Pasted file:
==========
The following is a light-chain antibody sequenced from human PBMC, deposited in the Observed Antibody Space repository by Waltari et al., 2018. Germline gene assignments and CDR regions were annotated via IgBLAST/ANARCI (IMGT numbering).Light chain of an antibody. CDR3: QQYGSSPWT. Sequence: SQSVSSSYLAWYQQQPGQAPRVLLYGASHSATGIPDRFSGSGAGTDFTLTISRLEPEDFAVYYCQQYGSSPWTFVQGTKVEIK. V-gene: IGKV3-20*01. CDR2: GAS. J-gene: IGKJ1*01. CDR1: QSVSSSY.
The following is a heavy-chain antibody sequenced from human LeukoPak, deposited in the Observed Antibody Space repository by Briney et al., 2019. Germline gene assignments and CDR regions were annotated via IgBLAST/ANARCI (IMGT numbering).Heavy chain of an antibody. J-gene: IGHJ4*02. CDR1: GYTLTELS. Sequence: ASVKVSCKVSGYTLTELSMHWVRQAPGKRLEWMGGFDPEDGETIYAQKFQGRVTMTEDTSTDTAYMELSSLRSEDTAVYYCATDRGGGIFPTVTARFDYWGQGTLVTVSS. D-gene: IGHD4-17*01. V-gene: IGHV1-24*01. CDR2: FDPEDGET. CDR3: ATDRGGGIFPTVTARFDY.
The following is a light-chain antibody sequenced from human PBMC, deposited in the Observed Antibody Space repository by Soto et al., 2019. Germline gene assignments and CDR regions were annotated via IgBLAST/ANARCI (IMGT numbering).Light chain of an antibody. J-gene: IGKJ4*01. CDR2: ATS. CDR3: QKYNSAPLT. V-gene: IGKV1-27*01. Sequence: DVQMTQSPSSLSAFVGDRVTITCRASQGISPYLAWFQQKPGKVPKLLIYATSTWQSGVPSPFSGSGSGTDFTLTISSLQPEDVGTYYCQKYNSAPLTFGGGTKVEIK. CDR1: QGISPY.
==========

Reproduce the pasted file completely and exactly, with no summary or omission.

The following is a light-chain antibody sequenced from human PBMC, deposited in the Observed Antibody Space repository by Waltari et al., 2018. Germline gene assignments and CDR regions were annotated via IgBLAST/ANARCI (IMGT numbering).Light chain of an antibody. CDR3: QQYGSSPWT. Sequence: SQSVSSSYLAWYQQQPGQAPRVLLYGASHSATGIPDRFSGSGAGTDFTLTISRLEPEDFAVYYCQQYGSSPWTFVQGTKVEIK. V-gene: IGKV3-20*01. CDR2: GAS. J-gene: IGKJ1*01. CDR1: QSVSSSY.
The following is a heavy-chain antibody sequenced from human LeukoPak, deposited in the Observed Antibody Space repository by Briney et al., 2019. Germline gene assignments and CDR regions were annotated via IgBLAST/ANARCI (IMGT numbering).Heavy chain of an antibody. J-gene: IGHJ4*02. CDR1: GYTLTELS. Sequence: ASVKVSCKVSGYTLTELSMHWVRQAPGKRLEWMGGFDPEDGETIYAQKFQGRVTMTEDTSTDTAYMELSSLRSEDTAVYYCATDRGGGIFPTVTARFDYWGQGTLVTVSS. D-gene: IGHD4-17*01. V-gene: IGHV1-24*01. CDR2: FDPEDGET. CDR3: ATDRGGGIFPTVTARFDY.
The following is a light-chain antibody sequenced from human PBMC, deposited in the Observed Antibody Space repository by Soto et al., 2019. Germline gene assignments and CDR regions were annotated via IgBLAST/ANARCI (IMGT numbering).Light chain of an antibody. J-gene: IGKJ4*01. CDR2: ATS. CDR3: QKYNSAPLT. V-gene: IGKV1-27*01. Sequence: DVQMTQSPSSLSAFVGDRVTITCRASQGISPYLAWFQQKPGKVPKLLIYATSTWQSGVPSPFSGSGSGTDFTLTISSLQPEDVGTYYCQKYNSAPLTFGGGTKVEIK. CDR1: QGISPY.